By CHUCK BARTELS
Associated Press Writer
LITTLE ROCK — A man who claims he was justified in killing a soldier at a recruiting office because the U.S. is fighting against Muslims has been scheduled for a mental evaluation Monday.
Abdulhakim Muhammad, who faces capital murder and other charges, had a brief status hearing Wednesday. He was brought in separate from the other prisoners due in court and remained chained at the ankles and wrists. He stood with two guards behind him as Circuit Judge Herb Wright conducted the hearing.
Prosecutors said there was no single reason for conducting the mental evaluation, which will be done at the state hospital.
“It’s typical for this type of case,” Chief Deputy Prosecutor John Johnson said.
Muhammad didn’t speak during the hearing. He told the AP in phone calls from jail last year that he felt killing American soldiers is morally justified.
His defense attorney, Claiborne Ferguson, said he’s been working on the case but didn’t go into detail during the hearing.
Prosecutors spent time before and after the hearing with relatives of Pvt. William Long, 23, of Conway, who was killed in the June 1, 2009, attack. Another soldier, Pvt. Quinton I. Ezeagwula, 18, of Jacksonville, was wounded.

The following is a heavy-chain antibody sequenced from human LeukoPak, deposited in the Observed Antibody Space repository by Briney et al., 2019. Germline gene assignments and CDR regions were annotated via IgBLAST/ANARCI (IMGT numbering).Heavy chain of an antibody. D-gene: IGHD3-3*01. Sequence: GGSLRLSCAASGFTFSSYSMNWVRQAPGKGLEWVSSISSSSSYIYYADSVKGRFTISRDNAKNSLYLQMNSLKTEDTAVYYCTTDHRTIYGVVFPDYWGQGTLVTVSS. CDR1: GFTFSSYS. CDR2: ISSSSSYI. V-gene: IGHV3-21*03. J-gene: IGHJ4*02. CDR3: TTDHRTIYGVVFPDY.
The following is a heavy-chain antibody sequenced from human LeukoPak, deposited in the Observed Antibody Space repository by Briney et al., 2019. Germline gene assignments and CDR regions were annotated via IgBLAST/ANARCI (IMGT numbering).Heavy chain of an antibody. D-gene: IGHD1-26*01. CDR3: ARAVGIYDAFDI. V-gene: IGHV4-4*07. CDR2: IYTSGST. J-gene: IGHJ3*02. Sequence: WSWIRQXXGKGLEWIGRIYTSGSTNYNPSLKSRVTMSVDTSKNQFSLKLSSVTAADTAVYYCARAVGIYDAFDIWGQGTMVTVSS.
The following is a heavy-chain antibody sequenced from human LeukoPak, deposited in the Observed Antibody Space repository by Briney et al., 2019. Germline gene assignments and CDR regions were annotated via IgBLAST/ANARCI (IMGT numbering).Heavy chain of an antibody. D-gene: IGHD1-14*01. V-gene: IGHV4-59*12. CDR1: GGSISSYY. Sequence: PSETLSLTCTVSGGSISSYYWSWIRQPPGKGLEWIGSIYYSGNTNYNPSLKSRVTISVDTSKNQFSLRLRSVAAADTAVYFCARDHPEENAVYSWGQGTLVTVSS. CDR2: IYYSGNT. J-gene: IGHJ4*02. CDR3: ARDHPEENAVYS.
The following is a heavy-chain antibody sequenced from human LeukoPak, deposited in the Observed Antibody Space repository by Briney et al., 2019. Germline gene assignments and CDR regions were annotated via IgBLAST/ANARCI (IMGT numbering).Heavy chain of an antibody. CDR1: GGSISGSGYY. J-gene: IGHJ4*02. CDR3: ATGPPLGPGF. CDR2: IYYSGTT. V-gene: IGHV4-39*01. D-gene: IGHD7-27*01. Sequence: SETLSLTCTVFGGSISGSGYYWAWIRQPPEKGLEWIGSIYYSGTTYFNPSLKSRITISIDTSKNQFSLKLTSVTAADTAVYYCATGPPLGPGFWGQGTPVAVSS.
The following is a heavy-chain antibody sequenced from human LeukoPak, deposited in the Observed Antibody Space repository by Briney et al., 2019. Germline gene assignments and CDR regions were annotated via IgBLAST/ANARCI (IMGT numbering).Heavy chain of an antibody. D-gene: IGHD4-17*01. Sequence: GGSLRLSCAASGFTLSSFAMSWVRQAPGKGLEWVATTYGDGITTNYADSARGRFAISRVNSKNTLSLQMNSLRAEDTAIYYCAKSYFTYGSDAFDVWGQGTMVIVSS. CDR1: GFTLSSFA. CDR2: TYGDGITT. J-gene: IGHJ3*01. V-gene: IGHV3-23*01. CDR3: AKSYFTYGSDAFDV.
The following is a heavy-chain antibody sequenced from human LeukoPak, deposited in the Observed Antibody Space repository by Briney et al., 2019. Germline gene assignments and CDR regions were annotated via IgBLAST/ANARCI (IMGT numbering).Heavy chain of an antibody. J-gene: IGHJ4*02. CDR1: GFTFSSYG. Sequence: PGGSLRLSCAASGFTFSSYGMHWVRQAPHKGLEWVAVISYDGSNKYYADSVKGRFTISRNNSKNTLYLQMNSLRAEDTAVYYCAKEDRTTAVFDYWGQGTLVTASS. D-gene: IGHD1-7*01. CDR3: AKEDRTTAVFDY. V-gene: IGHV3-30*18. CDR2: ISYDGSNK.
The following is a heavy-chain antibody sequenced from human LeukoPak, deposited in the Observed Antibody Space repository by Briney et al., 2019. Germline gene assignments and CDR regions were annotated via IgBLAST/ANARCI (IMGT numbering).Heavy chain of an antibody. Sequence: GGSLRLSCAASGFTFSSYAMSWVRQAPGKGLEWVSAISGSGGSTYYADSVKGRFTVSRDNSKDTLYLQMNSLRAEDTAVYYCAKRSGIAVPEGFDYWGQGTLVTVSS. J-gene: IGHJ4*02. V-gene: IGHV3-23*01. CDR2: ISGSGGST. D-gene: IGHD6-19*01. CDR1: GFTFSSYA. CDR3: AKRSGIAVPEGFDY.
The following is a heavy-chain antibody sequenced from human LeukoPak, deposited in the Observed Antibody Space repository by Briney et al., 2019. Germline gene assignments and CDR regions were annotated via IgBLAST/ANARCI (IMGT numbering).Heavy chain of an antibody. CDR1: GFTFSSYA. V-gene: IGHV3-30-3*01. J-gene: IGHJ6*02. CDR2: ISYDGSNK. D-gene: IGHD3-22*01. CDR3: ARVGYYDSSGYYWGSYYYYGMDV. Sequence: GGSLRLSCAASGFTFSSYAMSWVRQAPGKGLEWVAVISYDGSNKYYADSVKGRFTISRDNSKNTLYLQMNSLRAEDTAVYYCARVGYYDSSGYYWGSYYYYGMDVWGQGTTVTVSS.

Little Rock police pulled Muhammad over on an interstate near downtown shortly after the shooting. He had been under investigation by an FBI-led anti-terrorism task force since he returned to the U.S. from a trip to Yemen in 2008.
Muhammad, who changed his name from Carlos Bledsoe after he converted to Islam, moved to Little Rock in the spring of 2009 after his father expanded his tour bus company from Memphis, Tenn., into Little Rock.
The next status conference is set for Aug. 17, and Wright said he wanted to set a trial date as soon as possible after the mental evaluation results came back.
Prosecutors said they are eager to start the trial too.
“I just want, for (Long’s) family, to move along as quickly as possible,” Johnson said.